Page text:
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Like Xi in China, maybe we'll give 'Prez for life' a shot someday: Trump

US President Donald Trump also described Xi Jinping as 'the most powerful president in 100 years'

Andrea Tan | Bloomberg 

Donald Trump
File photo of US President Donald Trump

Donald appeared to praise Chinese counterpart Xi Jinping’s efforts to extend his tenure in a speech to donors, according to a recording released by CNN.

“Don’t forget China’s great and Xi is a great gentleman. He’s now president for life,” told Republican backers, who erupted in laughter in response to the remarks made Saturday at his Mar-a-Lago estate.

The comments come as China’s national parliament gathers in Beijing for two weeks of meetings expected to culminate in Xi’s appointment to a second term and a constitutional change allowing him to stay on indefinitely. The Communist Party announced the planned amendment Feb. 25, in a surprising break with succession practices set up after Mao Zedong’s fraught tenure.

“And look, he was able to do that,” said. “I think it’s great. Maybe we’ll give that a shot some day,” he said, prompting more laughter.

The US leader also described Xi as “the most powerful president in 100 years, you know, person in 100 years in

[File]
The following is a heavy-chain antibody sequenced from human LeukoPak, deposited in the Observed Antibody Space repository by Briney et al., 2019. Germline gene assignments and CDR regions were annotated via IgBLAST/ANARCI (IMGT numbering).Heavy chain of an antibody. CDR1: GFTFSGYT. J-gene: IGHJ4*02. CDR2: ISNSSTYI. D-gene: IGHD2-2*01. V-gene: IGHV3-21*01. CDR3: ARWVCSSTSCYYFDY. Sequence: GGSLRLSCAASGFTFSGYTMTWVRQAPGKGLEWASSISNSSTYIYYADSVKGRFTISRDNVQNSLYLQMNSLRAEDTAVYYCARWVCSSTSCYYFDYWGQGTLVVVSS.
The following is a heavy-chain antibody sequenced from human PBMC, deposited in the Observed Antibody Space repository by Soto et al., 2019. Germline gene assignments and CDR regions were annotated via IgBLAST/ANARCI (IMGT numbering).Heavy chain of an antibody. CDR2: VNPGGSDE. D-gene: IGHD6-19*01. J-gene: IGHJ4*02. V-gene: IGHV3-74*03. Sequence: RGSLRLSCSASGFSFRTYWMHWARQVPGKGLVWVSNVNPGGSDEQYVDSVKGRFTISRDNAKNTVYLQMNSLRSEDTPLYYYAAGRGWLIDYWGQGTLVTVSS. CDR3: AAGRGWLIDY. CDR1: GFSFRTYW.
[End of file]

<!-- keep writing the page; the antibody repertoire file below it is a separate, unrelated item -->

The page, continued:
The White House didn’t immediately respond to requests for comment.

Revisionist power

When asked about China’s term-limits move last week, White House Press Secretary Sarah Sanders called it a “decision for to make about what’s best for their country.”

“The president has talked about term limits in a number of capacities during the campaign,” Sanders said. “It’s something that he supports here in the United States. But that’s a decision that would be up to

The president has spoken positively of Xi’s rapid consolidation of power, telling Fox Business News in October that “some people might call him the king of ” Still, the administration has branded a “revisionist” power and describes the country’s efforts to alter norms as a threat to US security.

Constitutional changes

The U.S. president’s tenure is limited to two full terms under the 22nd Amendment, which received the requisite support from two-thirds of Congress and three-fourths of the states in 1951. Changing the Chinese constitution is much easier, requiring approval from two-thirds of the National People’s Congress, which has historically voiced little opposition to the leadership’s proposals.

The plan to repeal term limits has prompted unusually open expressions of dissent in Li Datong, a former senior editor at the official Youth Daily newspaper, wrote a public letter to urge China’s legislators to vote against the move. Li said the move made the country vulnerable to repeating the power struggles of past eras.

“It planted the seeds for to once again fall into turmoil,” Li wrote.

— With assistance by Justin Sink, Margaret Talev, and Jing Yang De Morel


First Published: Sun, March 04 2018. 09:55 IST